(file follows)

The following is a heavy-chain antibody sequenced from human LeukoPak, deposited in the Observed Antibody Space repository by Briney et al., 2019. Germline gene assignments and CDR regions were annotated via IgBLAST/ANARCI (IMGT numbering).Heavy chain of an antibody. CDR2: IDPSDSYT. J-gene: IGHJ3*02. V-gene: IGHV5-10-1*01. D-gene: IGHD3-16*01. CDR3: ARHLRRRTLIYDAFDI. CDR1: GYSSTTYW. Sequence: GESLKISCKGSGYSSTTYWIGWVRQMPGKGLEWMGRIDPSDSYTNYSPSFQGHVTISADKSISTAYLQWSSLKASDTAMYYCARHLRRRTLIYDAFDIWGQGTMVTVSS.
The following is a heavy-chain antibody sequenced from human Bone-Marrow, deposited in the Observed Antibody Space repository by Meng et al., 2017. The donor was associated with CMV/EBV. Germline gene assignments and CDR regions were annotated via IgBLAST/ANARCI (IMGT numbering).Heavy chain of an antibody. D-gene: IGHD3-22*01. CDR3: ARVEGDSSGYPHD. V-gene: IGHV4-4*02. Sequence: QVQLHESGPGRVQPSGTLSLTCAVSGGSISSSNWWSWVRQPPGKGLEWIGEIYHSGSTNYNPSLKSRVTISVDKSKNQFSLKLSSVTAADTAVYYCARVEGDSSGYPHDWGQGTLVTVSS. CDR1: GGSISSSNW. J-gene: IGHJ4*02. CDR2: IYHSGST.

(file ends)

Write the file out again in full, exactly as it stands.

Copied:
The following is a heavy-chain antibody sequenced from human LeukoPak, deposited in the Observed Antibody Space repository by Briney et al., 2019. Germline gene assignments and CDR regions were annotated via IgBLAST/ANARCI (IMGT numbering).Heavy chain of an antibody. CDR2: IDPSDSYT. J-gene: IGHJ3*02. V-gene: IGHV5-10-1*01. D-gene: IGHD3-16*01. CDR3: ARHLRRRTLIYDAFDI. CDR1: GYSSTTYW. Sequence: GESLKISCKGSGYSSTTYWIGWVRQMPGKGLEWMGRIDPSDSYTNYSPSFQGHVTISADKSISTAYLQWSSLKASDTAMYYCARHLRRRTLIYDAFDIWGQGTMVTVSS.
The following is a heavy-chain antibody sequenced from human Bone-Marrow, deposited in the Observed Antibody Space repository by Meng et al., 2017. The donor was associated with CMV/EBV. Germline gene assignments and CDR regions were annotated via IgBLAST/ANARCI (IMGT numbering).Heavy chain of an antibody. D-gene: IGHD3-22*01. CDR3: ARVEGDSSGYPHD. V-gene: IGHV4-4*02. Sequence: QVQLHESGPGRVQPSGTLSLTCAVSGGSISSSNWWSWVRQPPGKGLEWIGEIYHSGSTNYNPSLKSRVTISVDKSKNQFSLKLSSVTAADTAVYYCARVEGDSSGYPHDWGQGTLVTVSS. CDR1: GGSISSSNW. J-gene: IGHJ4*02. CDR2: IYHSGST.